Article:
HJ INC. v. Northwestern Bell Telephone Co., 648 F. Supp. 419 (D. Minn. 1986)

US District Court for the District of Minnesota - 648 F. Supp. 419 (D. Minn. 1986)
November 24, 1986

648 F. Supp. 419 (1986)

H.J. INC., a Minnesota corporation, Kirk Dahl, Larry Krugen and Mary Krugen, individually and d/b/a Photo Images, Susan Davis, Robert Neal, Isaac H. Ward, Richard L. Anderson, Thomas J. Mott, and all others similarly situated, Plaintiffs,
v.
NORTHWESTERN BELL TELEPHONE COMPANY, a subsidiary of U.S. West, A.B.C. individually and D.E.F. as corporations, and other unnamed Co-conspirators, Defendants.

Civ. No. 4-86-546.

United States District Court, D. Minnesota, Fourth Division.

November 24, 1986.

Reconsideration Denied February 18, 1987.

*420 Mark Reinhardt, Susan Bedor, Reinhardt & Anderson, and John Cochrane, Cochrane & Bresnahan, St. Paul, Minn., for plaintiffs.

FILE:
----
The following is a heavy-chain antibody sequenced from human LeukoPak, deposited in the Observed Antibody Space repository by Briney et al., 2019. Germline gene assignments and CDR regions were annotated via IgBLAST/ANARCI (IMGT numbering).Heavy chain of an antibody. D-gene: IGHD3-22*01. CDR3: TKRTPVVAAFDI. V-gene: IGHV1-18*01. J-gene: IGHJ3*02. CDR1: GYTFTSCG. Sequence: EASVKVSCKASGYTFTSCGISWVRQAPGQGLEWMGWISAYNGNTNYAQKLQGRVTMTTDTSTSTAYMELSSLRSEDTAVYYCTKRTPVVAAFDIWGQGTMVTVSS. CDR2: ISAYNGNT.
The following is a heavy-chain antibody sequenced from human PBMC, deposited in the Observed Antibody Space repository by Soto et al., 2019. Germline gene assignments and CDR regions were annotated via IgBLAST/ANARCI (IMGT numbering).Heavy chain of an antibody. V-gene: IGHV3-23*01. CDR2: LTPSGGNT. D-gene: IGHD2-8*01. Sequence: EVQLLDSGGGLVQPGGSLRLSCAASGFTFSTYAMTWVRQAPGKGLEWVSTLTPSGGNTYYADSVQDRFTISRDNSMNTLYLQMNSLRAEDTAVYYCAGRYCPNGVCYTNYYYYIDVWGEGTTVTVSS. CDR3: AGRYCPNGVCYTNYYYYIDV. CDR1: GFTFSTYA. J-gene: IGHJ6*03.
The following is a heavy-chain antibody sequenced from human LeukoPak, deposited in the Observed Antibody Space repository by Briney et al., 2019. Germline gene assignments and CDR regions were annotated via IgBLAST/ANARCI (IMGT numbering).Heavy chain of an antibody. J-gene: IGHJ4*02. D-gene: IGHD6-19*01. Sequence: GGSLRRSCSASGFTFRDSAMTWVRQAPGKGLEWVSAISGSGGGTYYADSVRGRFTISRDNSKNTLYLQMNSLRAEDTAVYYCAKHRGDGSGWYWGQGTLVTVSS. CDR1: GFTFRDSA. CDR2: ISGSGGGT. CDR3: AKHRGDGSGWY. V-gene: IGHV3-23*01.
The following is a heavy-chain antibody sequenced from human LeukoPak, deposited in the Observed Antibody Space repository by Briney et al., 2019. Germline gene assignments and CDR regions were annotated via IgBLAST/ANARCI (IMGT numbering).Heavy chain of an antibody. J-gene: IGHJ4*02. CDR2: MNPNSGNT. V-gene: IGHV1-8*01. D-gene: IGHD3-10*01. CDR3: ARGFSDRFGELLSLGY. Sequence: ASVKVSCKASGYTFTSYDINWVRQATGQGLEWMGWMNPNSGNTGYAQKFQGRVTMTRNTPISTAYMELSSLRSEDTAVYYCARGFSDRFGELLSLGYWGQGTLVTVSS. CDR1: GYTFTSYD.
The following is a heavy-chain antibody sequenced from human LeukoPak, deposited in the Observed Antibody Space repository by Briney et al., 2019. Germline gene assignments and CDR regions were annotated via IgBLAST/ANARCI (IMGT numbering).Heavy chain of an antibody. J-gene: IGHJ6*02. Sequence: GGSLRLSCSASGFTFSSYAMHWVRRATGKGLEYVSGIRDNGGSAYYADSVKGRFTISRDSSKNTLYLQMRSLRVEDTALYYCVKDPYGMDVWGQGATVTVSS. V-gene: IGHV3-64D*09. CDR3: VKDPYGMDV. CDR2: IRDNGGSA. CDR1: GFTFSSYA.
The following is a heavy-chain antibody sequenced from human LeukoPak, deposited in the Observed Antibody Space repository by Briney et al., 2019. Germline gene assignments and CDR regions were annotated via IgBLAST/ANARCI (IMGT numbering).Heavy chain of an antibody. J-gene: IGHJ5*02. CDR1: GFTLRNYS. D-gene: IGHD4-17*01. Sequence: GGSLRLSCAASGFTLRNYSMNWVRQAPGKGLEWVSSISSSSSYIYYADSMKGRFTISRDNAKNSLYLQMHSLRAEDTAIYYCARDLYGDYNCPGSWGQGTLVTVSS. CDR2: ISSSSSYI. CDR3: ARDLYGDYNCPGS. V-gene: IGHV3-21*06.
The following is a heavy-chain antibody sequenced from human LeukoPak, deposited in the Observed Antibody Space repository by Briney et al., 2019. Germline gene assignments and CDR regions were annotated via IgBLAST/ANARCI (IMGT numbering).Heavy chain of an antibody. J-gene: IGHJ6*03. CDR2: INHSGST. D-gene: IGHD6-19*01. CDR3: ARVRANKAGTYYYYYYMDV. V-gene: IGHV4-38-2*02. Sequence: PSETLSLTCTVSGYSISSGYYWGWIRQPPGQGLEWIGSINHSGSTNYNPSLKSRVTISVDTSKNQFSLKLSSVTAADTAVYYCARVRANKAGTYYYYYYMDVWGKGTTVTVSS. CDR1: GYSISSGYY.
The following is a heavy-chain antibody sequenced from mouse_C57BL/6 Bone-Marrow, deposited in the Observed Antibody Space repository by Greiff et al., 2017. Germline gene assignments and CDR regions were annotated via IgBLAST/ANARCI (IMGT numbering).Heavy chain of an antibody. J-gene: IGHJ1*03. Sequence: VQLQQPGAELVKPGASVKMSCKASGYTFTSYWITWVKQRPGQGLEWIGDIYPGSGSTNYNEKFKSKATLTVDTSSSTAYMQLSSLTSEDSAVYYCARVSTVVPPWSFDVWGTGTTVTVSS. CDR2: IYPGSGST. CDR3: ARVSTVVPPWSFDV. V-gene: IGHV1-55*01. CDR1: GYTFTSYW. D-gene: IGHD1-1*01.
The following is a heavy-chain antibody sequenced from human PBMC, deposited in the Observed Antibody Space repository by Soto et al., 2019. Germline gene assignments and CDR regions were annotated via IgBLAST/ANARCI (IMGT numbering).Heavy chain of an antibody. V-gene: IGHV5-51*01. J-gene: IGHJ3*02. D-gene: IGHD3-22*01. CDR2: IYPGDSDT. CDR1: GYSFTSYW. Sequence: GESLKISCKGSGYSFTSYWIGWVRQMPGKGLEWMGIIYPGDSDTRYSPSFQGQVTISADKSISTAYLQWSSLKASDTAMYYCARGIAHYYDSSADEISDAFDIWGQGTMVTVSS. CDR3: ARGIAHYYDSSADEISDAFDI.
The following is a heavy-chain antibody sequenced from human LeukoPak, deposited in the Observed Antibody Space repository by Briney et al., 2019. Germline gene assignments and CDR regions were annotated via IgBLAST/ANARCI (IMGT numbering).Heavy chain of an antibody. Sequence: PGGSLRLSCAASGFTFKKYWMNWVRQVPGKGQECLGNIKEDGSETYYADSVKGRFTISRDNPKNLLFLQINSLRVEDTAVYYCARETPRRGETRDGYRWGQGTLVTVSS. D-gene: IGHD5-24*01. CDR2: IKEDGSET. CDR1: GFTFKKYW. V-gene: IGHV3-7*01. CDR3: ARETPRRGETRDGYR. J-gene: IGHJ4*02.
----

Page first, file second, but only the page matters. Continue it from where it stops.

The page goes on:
John D. French, John F. Beukema, James L. Volling, Joseph H. Otterstetter, Faegre & Benson, and Stephen T. Refsell, Gen. Atty., Northwestern Bell Telephone Co., Minneapolis, Minn., for defendants.

MacLAUGHLIN, District Judge.

This matter is before the Court on defendant Northwestern Bell Telephone Company's motion to dismiss and/or for summary judgment, and on plaintiffs' motion to strike defenses. Plaintiffs' motion will be denied. Defendant's motion to dismiss will be granted.

 
FACTS